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It's not all in your head

June is National Migraine and Headache Awareness Month. Migraine is the sixth most

disabling disease globally, and approximately 12 percent of Americans have this disease (1).


What is a migraine?

Migraines are a neurological disease and can have a variety of symptoms. One of the

most common symptoms of a migraine is an extreme headache. Migraine headaches

are usually worse with activity, light, or sound and can last several hours to several days.


What’s the difference between migraine and headache?

Headaches are divided into two categories: primary headaches and secondary

headaches. Migraines are a type of primary headache. A primary headache is a

specific clinical diagnosis while a secondary headache is a symptom of another health

issue—like allergies or the flu. Both types of headaches can be equally debilitating for

many people. The following tips may help to reduce or lessen the severity of migraine

or help to ease headache pain.


Five tips for managing migraines and headache

  1. Identify possible dietary triggers Keeping a log of the foods you eat is a great way to identify possible food triggers. If you are able to remove these foods from your diet, you may be able to reduce the frequency or severity of your headaches and maybe eliminate them altogether. Food does not contribute to headaches in all patients, and particular foods may trigger attacks in some individuals, but not every individual. Caffeine, Monosodium Glutamate (MSG), and Nitrates are common food triggers.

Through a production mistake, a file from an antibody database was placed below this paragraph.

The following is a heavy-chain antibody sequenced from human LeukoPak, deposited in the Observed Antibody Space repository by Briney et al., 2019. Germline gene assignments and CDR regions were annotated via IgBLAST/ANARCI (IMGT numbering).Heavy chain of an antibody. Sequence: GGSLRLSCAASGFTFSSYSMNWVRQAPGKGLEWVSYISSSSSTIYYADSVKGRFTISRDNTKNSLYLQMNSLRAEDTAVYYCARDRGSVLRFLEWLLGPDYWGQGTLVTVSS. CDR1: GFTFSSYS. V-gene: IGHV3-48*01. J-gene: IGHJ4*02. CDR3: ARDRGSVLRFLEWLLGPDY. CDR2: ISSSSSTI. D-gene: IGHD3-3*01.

2. Limit tyramine and phenylethylamine These naturally occurring compounds stimulate the arterial system, which may lead to a headache or migraine in some individuals. These substances develop in food as they age, so be careful about consuming leftovers. Food sources include chocolate, wine, fava/broad beans, chicken/beef liver, orange pulp, packaged soups, summer sausage, soy sauce, eggplant, spinach, avocado, tomato, banana, prunes, raisins, and aged cheese. This list is not inclusive. Some individuals are sensitive to tyramine and phenylethylamine—meaning they can tolerate a couple of bites of food containing these substances with no symptoms—but larger portions trigger the negative side effect.

  3. Exercise regularly When you exercise the body releases endorphins. Exercise helps to reduce stress and helps you get better sleep. Yoga, walking, and stretching are great forms of exercise.

  4. Stay hydrated Dehydration can trigger a headache/migraine. With the weather getting warmer it’s time to start increasing fluid intake. Try to get in the habit of drinking water throughout the day, not just at mealtime.

  5. Meditate Meditation can help to relieve stress and calm the mind.


If meal planning is a stressor for you, reach out to Smart Nutrition, LLC for a consult.

We can help you take the stress out of meal planning by providing you with weekly

plans and grocery lists.


Reference:

1. https://my.clevelandclinic.org/health/diseases/5005-migraine-headaches

accessed on May 21, 2022

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